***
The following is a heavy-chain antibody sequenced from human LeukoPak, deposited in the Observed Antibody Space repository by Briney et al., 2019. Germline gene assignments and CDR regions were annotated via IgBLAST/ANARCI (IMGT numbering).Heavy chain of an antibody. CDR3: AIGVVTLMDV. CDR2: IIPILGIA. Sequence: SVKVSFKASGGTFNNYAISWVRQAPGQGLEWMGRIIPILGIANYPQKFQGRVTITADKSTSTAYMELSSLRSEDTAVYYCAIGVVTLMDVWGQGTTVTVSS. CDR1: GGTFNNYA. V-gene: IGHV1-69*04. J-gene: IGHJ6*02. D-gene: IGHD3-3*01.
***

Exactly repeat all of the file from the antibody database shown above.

The following is a heavy-chain antibody sequenced from human LeukoPak, deposited in the Observed Antibody Space repository by Briney et al., 2019. Germline gene assignments and CDR regions were annotated via IgBLAST/ANARCI (IMGT numbering).Heavy chain of an antibody. CDR3: AIGVVTLMDV. CDR2: IIPILGIA. Sequence: SVKVSFKASGGTFNNYAISWVRQAPGQGLEWMGRIIPILGIANYPQKFQGRVTITADKSTSTAYMELSSLRSEDTAVYYCAIGVVTLMDVWGQGTTVTVSS. CDR1: GGTFNNYA. V-gene: IGHV1-69*04. J-gene: IGHJ6*02. D-gene: IGHD3-3*01.